How to know if your dog is in pain?
When it comes to concealing pain, dogs have mad skills. Many of them are people pleasers. Very few dogs want to be a party pooper.
So, hurting or not, the show must go on! They don’t want to let on if they are hurting. They will fake it and fake it, and by the time the symptoms are obvious, the disease has progressed to the point where despite trying their best, they just can’t fake it any more. If they would just let on they were hurting, it would make veterinarian’s jobs so much easier!
Here’s a human perspective:
A good friend of mine had terrible arthritis in her hips and knees – just the way she was made. She ended up having both hips and one knee totally replaced before she was 50! Before her surgeries, when we’d meet for lunch, she was in severe pain. Even with medications, it was rough. Was she moaning? Did she whine? No. (She drank wine, but that’s different altogether.) Was she sliding around on the slick floor? Did she fall on the stairs? None of these happened.
If I wasn’t her friend, she wouldn’t have said anything. But, sometimes I’d get a “blasted hip” or some other under-the-breath comment. Did the people in the restaurant know what a hot mess her joints were? No way! She’d sit there with horrible dull, never-ending pain, and act like a “normal” person on the outside. She wasn’t falling over. She didn’t randomly moan. She even masked her limp pretty well. She was slow to stand up, and took the stairs cautiously. If you watched closely you’d see it. Those are the only symptoms of pain you’d get.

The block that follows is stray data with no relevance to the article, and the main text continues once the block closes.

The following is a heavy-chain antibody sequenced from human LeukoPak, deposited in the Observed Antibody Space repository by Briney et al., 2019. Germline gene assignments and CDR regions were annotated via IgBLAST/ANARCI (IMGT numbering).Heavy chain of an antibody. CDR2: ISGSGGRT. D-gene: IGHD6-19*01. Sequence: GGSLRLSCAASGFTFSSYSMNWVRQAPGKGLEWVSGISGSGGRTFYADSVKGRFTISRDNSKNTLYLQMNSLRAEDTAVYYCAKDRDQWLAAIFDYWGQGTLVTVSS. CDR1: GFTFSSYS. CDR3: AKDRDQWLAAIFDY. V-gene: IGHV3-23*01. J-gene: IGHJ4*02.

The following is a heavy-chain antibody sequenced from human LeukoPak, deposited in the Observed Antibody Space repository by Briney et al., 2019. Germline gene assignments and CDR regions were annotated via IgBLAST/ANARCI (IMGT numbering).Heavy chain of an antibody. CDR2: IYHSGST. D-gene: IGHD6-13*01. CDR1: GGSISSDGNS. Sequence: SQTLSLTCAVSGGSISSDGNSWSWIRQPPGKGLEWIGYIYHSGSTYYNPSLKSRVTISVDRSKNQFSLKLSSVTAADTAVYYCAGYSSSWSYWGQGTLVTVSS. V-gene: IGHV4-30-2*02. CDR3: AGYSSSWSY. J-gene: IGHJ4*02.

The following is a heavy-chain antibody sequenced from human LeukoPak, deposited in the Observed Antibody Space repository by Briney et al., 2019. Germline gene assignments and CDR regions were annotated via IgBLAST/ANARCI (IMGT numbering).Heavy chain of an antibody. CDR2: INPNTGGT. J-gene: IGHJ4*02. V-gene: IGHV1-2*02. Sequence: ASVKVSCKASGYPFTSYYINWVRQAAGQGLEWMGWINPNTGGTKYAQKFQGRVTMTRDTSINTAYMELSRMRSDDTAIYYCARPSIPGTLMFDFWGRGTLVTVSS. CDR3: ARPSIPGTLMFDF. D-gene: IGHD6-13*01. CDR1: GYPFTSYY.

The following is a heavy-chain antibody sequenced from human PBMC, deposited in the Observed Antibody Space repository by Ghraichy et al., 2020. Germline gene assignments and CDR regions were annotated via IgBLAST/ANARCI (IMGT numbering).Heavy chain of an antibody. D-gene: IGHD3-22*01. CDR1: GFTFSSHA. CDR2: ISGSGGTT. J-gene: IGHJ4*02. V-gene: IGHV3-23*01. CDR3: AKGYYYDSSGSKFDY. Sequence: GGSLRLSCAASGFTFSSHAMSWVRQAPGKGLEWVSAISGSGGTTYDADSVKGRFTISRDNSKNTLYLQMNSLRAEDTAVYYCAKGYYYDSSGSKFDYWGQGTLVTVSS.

So why do people say “My dog isn’t in pain. I never hear him whimper or cry”?
Newsflash – your dog will, most likely, die before he whimpers or cries from his arthritis or other chronic pain. It’s not how they are wired. It’s not their M.O. Vocalization is not, and has never been, a reliable indicator of anything.
Do dogs scream and cry at times? Absolutely! Anyone who’s trimmed the nails of a drama-queen type dog has heard it, and lived to tell. Were they hurt? No! OK, their feelings were hurt, but in terms of true pain, the screaming for a nail trim is primarily performance. And some dogs deserve an Oscar!
True story: I was working in a large clinic, and a dog who was hit by a car was carried through the waiting room. His leg was barely attached. He was whisked back to the treatment area and a colleague of mine was treating him. Meanwhile, another dog came in for vaccines and a nail trim. He was also taken back to the treatment area for his nail trim. And oh yes, he was a screamer…more like a song, actually. The people in the waiting room became upset. They saw a dog who had suffered severe trauma go by, and minutes later heard screaming and carrying on. Is someone helping that poor dog? Aren’t they giving it pain medication? Someone do something!